What Constitutes a Validly Executed Will

                An interesting case caught my eye on the internet the other day.  An Australian court found that an unsent text found in a deceased man’s phone, stating that he wanted his estate to go to his brother and nephew, not his wife and son, composed before he took his own life, constituted a validly […]

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Governor Christie Signs New Law to Cover Digital Assets

                On September 13, 2017 Governor Christie signed a new bill into law, the Uniform Fiduciary Access to Digital Assets Act (“UFADAA”).  The new law becomes effective 90 days from the date of signing, December 12, 2017.                 The issue of accessing digital assets has become an increasingly troublesome one over the last 15 years […]

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What Seniors Can Do to Protect Themselves From Identity Theft (Part 2)

                Last week I told you about what you can do to monitor your credit report to keep an eye out for identity theft that may have occurred as a result of the recent Equifax data breach.  This week we’ll talk about a more proactive approach, trying to stop theft before it occurs.                 There […]

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What Seniors Can Do to Protect Against Identity Theft

                You may have heard about the most recent data breach that occurred earlier this month.  The credit reporting agency, Equifax announced that their supposedly secure computer system was hacked.  As many as 143 million Social Security numbers, names and addresses were accessed.  Odds are that you and/or […]

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Preparing for a Natural Disaster

       With all the news stories about Hurricanes Harvey and Irma, the destruction caused to Texas, Florida and Caribbean islands, and their aftermath, one story caught my eye.  The deaths of 8 nursing home residents in Hollywood, Florida highlights the especially vulnerable position that the elderly face in times of crisis and public […]

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Medicaid and Annuities (Part 2)

       In last week’s blog, I started to tell you about annuities and how unique they are when we are considering Medicaid.  In order to achieve Medicaid eligibility, I must spend down my assets to below $2000 (married couple rules permit assets up to, in some cases, $120,900).        Remember that […]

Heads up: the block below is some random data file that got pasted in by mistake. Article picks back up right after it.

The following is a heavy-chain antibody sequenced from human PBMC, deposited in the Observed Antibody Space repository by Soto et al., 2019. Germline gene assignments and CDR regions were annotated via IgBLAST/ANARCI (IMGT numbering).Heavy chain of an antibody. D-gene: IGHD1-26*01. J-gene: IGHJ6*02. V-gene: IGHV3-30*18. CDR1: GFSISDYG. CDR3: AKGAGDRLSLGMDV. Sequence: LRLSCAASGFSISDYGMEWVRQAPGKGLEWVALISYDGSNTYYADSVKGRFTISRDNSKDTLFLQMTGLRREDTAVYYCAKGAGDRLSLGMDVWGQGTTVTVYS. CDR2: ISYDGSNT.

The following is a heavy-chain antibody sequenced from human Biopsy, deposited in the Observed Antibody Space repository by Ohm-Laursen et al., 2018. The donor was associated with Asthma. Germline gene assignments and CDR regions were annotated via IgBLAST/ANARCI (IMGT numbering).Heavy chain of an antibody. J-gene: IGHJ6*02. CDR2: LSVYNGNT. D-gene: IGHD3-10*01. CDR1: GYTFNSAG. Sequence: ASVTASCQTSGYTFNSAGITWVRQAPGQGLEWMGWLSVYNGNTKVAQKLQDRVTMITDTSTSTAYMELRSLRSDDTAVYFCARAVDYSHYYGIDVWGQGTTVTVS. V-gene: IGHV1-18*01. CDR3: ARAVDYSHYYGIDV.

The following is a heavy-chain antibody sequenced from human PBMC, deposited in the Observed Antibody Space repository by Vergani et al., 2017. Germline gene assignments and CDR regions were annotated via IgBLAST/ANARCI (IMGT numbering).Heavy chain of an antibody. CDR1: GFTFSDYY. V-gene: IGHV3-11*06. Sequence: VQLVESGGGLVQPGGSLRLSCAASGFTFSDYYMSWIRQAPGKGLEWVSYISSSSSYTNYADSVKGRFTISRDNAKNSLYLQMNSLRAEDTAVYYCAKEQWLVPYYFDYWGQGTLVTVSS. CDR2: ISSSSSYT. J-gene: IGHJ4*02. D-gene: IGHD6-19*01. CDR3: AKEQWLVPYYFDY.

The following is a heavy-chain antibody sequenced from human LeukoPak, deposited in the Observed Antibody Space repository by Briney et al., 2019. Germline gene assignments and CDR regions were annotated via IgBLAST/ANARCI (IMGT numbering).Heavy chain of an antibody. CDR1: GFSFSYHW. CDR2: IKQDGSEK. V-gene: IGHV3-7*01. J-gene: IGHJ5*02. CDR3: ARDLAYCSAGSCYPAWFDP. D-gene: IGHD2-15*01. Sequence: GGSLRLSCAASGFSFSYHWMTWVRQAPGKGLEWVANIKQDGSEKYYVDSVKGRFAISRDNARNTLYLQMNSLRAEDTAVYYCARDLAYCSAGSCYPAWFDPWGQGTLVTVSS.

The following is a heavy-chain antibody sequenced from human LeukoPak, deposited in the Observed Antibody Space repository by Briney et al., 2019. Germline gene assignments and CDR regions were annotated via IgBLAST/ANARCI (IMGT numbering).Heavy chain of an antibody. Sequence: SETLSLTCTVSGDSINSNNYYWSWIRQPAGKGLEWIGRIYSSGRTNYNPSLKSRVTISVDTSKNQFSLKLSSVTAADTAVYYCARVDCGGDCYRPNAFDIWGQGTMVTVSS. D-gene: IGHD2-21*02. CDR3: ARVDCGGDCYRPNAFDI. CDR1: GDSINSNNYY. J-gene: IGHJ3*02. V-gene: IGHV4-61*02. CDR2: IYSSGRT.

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Medicaid and Annuities (Part 1)

       The topic of annuities comes up regularly when we get a call regarding the need for Medicaid benefits to pay for long term care.  Sometimes the caller has questions about whether it is a good idea to buy an annuity in anticipation of Medicaid.  Other times someone has been sold an annuity […]

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What to Do with Your Pet After You’re Gone (Part 2)

          Last week I was talking about options when considering estate planning for pets. One is to leave your pet to someone or some organization along with a sum of money to provide for the pet’s care.  I leave my dog Casey to my friend George, for example, with $15,000 to care for her.  But, […]

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Estate Planning for Your Pet (Part 1)

                Everyone loves their pet.  We spend millions in pet products and vet bills each year and that number seems to increase every year.  A question I increasingly am asked is what happens to my pet when I pass away?  What are my options in terms of providing a safe home for him or her […]

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Health Care Directives and HIPAA Releases

     It’s a common mistake, confusing a health care directive and a HIPAA release.  Both are necessary but they are not identical.      First let’s look at a health care directive.  There are actually two types of directives, an instruction directive and a proxy directive, both of which are important.  An instruction directive is commonly […]

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